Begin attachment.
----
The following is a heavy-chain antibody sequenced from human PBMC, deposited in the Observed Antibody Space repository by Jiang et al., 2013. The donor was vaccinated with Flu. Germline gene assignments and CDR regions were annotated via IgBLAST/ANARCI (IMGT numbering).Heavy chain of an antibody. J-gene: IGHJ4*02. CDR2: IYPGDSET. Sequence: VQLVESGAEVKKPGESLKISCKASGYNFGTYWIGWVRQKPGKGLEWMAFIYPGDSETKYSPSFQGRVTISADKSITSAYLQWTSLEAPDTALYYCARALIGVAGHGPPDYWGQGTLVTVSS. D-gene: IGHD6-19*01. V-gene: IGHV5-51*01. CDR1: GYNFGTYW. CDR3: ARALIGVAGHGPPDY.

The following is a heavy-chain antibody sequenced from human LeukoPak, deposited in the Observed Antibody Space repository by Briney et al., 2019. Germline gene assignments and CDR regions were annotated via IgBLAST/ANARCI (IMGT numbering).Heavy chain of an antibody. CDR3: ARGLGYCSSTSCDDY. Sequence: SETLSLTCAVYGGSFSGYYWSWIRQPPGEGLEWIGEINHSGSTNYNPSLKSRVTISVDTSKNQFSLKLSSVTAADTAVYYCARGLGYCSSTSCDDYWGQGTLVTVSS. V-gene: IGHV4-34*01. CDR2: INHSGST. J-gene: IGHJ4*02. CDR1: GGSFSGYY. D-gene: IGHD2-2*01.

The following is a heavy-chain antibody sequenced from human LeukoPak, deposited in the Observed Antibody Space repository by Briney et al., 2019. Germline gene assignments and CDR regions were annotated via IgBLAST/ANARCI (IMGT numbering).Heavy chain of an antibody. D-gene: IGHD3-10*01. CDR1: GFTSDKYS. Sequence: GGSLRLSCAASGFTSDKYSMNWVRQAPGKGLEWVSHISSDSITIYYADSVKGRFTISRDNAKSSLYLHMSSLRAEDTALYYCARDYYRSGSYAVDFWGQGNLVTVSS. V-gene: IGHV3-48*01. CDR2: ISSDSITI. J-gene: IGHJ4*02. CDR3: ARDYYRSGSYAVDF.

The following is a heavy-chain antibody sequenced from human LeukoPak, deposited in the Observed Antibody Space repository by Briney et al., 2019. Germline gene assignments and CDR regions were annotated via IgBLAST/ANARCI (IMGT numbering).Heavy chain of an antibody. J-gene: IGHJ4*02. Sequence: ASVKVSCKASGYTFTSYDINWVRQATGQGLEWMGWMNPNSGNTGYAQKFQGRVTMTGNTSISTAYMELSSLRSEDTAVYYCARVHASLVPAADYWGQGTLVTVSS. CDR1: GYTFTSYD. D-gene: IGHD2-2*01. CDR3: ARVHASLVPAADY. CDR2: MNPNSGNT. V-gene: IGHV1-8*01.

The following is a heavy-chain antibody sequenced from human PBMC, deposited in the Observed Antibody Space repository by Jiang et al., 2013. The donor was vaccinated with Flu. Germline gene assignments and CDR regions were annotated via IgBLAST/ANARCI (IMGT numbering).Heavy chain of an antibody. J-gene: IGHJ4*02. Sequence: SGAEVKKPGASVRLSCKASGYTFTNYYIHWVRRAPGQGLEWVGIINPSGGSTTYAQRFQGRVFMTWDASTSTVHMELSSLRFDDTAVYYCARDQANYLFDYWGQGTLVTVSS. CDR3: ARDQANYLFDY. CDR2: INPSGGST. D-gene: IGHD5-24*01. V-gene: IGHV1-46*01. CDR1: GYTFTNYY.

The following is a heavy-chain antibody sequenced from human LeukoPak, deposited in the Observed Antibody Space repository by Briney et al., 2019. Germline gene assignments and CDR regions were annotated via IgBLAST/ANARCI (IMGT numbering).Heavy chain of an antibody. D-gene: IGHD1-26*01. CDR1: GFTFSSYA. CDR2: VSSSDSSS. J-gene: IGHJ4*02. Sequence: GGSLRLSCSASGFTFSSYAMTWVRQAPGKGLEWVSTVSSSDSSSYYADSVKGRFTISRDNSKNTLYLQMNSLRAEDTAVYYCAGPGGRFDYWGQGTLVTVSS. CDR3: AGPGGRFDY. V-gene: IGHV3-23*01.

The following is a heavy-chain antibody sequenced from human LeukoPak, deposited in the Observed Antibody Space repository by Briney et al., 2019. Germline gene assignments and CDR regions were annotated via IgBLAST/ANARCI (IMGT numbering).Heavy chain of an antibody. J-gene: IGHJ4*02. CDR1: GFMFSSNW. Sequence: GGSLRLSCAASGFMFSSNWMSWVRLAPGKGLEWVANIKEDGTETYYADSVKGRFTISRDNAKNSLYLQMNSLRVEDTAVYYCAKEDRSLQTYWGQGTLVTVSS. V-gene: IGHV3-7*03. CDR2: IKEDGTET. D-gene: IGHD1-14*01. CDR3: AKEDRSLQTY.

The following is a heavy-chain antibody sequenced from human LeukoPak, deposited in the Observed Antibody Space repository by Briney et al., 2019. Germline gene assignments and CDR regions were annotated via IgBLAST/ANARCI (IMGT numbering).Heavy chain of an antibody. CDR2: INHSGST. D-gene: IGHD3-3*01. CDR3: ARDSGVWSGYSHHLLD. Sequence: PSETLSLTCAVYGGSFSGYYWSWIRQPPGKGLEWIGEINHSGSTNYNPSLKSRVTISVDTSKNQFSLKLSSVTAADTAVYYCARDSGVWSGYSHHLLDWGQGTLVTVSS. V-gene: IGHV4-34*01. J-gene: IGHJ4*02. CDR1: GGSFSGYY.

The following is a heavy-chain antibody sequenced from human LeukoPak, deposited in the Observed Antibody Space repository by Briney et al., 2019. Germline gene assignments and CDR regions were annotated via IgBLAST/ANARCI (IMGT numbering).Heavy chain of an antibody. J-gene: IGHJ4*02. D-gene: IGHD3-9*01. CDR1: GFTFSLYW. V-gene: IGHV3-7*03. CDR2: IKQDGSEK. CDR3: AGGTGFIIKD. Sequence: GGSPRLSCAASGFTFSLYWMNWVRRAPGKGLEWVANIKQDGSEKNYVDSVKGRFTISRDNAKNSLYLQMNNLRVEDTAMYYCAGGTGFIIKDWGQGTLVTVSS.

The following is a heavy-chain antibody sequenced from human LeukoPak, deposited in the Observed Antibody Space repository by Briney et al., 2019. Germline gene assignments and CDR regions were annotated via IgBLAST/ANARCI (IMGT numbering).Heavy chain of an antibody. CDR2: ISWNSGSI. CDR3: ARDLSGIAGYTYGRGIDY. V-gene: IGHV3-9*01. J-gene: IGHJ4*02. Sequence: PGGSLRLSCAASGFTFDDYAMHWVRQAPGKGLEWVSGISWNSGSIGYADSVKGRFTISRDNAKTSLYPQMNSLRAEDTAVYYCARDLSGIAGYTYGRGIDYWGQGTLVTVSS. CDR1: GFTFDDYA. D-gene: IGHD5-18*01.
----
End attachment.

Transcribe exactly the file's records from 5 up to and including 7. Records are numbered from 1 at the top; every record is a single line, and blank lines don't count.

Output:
The following is a heavy-chain antibody sequenced from human PBMC, deposited in the Observed Antibody Space repository by Jiang et al., 2013. The donor was vaccinated with Flu. Germline gene assignments and CDR regions were annotated via IgBLAST/ANARCI (IMGT numbering).Heavy chain of an antibody. J-gene: IGHJ4*02. Sequence: SGAEVKKPGASVRLSCKASGYTFTNYYIHWVRRAPGQGLEWVGIINPSGGSTTYAQRFQGRVFMTWDASTSTVHMELSSLRFDDTAVYYCARDQANYLFDYWGQGTLVTVSS. CDR3: ARDQANYLFDY. CDR2: INPSGGST. D-gene: IGHD5-24*01. V-gene: IGHV1-46*01. CDR1: GYTFTNYY.

The following is a heavy-chain antibody sequenced from human LeukoPak, deposited in the Observed Antibody Space repository by Briney et al., 2019. Germline gene assignments and CDR regions were annotated via IgBLAST/ANARCI (IMGT numbering).Heavy chain of an antibody. D-gene: IGHD1-26*01. CDR1: GFTFSSYA. CDR2: VSSSDSSS. J-gene: IGHJ4*02. Sequence: GGSLRLSCSASGFTFSSYAMTWVRQAPGKGLEWVSTVSSSDSSSYYADSVKGRFTISRDNSKNTLYLQMNSLRAEDTAVYYCAGPGGRFDYWGQGTLVTVSS. CDR3: AGPGGRFDY. V-gene: IGHV3-23*01.

The following is a heavy-chain antibody sequenced from human LeukoPak, deposited in the Observed Antibody Space repository by Briney et al., 2019. Germline gene assignments and CDR regions were annotated via IgBLAST/ANARCI (IMGT numbering).Heavy chain of an antibody. J-gene: IGHJ4*02. CDR1: GFMFSSNW. Sequence: GGSLRLSCAASGFMFSSNWMSWVRLAPGKGLEWVANIKEDGTETYYADSVKGRFTISRDNAKNSLYLQMNSLRVEDTAVYYCAKEDRSLQTYWGQGTLVTVSS. V-gene: IGHV3-7*03. CDR2: IKEDGTET. D-gene: IGHD1-14*01. CDR3: AKEDRSLQTY.